Article|Articles in Press, 100836

Biallelic variants in CRIPT cause a Rothmund-Thomson-like syndrome with increased cellular senescence

Published:March 31, 2023DOI:
      This paper is only available as a PDF. To read, Please Download here.



      Rothmund-Thomson syndrome (RTS) is characterized by poikiloderma, sparse hair, small stature, skeletal defects, cancer, cataracts, resembling features of premature aging. RECQL4 and ANAPC1 are the two known disease genes associated with RTS in over 70% of cases. We describe RTS-like features in five individuals with biallelic variants in CRIPT (OMIM#615789).


      Two newly identified and four published individuals with CRIPT variants were systematically compared to RTS using clinical data, computational analysis of photographs, histologic analysis of skin, and cellular studies on fibroblasts.


      All CRIPT individuals fulfilled the diagnostic criteria for RTS, and additionally had neurodevelopmental delay and seizures. Using computational gestalt analysis, CRIPT individuals showed greatest facial similarity with RTS individuals. Skin biopsies revealed a high expression of senescence markers (p53/p16/p21) and the senescence-associated ß-galactosidase activity was elevated in CRIPT-deficient fibroblasts. RECQL4- and CRIPT-deficient fibroblasts showed an unremarkable mitotic progression and unremarkable number of mitotic errors, and no or only mild sensitivity to genotoxic stress by ionizing radiation, mitomycin C, hydroxyurea, etoposide, and potassium bromate.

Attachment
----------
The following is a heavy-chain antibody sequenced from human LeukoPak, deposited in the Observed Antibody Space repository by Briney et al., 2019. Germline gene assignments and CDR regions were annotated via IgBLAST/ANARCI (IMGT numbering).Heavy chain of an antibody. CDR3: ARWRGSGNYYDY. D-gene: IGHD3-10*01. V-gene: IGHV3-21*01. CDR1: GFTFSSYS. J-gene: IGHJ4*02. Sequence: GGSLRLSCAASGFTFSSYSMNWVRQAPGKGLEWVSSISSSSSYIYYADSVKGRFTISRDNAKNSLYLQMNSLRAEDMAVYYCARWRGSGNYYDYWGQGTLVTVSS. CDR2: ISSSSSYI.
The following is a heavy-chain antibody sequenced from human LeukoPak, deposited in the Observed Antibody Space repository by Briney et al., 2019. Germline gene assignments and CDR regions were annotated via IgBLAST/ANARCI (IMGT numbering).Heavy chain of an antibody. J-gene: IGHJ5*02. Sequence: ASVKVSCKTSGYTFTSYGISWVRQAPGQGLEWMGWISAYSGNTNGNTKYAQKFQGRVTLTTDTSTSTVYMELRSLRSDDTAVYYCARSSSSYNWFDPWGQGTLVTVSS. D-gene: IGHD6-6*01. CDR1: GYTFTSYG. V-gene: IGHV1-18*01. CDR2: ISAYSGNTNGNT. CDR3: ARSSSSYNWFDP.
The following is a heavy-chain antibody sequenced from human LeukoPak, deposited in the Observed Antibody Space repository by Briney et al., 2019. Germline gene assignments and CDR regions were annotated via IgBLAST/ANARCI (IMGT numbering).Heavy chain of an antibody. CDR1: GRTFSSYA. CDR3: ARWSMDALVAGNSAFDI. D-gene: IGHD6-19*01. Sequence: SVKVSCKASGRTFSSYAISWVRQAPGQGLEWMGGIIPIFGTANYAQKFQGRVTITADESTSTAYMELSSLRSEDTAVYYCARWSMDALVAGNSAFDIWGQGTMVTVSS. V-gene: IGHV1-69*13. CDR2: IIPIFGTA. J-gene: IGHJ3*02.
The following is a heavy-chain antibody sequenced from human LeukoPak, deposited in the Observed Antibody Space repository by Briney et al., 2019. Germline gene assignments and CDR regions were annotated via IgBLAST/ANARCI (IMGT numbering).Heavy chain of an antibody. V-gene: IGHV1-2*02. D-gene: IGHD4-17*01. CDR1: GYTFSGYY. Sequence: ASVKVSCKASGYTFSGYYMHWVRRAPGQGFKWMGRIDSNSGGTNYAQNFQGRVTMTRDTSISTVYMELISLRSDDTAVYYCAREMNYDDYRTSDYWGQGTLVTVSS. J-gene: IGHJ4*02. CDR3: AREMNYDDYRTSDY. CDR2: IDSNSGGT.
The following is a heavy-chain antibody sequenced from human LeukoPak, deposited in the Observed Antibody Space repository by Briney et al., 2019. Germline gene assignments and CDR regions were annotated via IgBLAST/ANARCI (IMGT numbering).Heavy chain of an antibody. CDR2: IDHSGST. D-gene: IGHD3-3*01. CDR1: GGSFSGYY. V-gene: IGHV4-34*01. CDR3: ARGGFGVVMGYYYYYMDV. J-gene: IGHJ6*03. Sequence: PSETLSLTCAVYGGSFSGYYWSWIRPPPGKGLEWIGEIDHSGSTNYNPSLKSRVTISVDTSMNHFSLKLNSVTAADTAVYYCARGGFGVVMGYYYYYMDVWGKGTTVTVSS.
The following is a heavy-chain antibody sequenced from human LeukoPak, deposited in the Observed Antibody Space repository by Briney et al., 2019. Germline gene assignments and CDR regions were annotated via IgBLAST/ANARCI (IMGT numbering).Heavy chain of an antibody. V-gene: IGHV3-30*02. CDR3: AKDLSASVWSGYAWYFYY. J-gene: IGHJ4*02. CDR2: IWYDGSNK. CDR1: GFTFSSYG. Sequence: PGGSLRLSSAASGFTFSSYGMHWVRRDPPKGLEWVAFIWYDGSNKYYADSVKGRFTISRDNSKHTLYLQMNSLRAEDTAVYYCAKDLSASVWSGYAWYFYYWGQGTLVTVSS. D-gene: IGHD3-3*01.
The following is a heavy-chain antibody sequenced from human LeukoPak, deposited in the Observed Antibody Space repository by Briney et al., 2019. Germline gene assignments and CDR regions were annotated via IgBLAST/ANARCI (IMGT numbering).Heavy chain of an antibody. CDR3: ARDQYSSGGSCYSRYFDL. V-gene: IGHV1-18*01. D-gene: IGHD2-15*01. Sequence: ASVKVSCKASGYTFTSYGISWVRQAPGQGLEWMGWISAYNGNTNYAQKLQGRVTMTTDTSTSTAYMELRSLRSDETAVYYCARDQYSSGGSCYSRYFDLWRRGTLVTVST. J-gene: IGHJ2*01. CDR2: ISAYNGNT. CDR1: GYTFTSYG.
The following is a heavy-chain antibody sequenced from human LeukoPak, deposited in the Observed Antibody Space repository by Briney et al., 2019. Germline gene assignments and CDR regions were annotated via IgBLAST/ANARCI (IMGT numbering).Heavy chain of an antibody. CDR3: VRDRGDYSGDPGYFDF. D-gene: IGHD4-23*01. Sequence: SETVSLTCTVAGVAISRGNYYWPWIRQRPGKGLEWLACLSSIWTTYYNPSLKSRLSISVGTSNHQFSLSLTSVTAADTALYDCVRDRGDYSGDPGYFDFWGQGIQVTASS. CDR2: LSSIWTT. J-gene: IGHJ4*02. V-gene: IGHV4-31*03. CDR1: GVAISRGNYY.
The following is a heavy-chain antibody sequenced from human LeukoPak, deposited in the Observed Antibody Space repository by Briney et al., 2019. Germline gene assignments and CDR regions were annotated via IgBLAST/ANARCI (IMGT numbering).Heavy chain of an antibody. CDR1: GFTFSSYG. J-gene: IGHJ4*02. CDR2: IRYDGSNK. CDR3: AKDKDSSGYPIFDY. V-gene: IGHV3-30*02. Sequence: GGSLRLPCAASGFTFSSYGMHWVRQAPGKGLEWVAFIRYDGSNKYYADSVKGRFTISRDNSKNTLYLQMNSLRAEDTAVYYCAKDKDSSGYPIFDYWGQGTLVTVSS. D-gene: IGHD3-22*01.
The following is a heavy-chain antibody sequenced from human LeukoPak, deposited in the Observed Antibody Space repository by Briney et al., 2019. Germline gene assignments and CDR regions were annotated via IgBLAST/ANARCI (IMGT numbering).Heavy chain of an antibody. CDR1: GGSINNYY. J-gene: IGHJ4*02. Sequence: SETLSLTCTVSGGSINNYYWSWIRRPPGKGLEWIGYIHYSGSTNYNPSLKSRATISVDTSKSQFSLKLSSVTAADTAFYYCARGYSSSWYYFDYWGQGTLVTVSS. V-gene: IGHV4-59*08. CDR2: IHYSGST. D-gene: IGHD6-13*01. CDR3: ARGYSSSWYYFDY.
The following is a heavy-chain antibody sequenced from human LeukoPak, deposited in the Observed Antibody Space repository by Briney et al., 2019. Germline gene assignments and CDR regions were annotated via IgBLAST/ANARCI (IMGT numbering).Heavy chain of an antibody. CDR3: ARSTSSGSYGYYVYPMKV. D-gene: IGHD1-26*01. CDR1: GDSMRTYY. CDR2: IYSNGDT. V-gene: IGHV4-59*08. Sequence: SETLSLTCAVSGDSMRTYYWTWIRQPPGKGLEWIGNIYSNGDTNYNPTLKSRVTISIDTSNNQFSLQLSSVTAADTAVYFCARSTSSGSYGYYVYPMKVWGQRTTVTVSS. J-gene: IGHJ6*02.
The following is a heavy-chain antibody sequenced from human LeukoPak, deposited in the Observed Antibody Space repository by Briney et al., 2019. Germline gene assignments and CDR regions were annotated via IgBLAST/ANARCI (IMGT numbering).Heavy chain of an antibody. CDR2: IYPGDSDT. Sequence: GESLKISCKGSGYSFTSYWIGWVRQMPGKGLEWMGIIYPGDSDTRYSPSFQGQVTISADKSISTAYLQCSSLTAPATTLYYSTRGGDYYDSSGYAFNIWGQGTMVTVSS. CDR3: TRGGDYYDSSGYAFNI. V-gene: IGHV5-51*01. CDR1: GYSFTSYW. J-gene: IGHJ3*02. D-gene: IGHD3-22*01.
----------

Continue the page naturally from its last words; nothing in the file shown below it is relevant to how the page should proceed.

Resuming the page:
CRIPT causes an RTS-like syndrome associated with neurodevelopmental delay and epilepsy. At the cellular level, RECQL4- and CRIPT-deficient cells display increased senescence, suggesting shared molecular mechanisms leading to the clinical phenotypes.

      Graphical abstract

      To read this article in full you will need to make a payment

      Purchase one-time access:

      Academic & Personal: 24 hour online accessCorporate R&D Professionals: 24 hour online access
      One-time access price info
      • For academic or personal research use, select 'Academic and Personal'
      • For corporate R&D use, select 'Corporate R&D Professionals'

      ACMG Member Login

      Are you an ACMG Member? Sign in for online access.


      Subscribe to Genetics in Medicine
      Already a print subscriber? Claim online access
      Already an online subscriber? Sign in
      Institutional Access: Sign in to ScienceDirect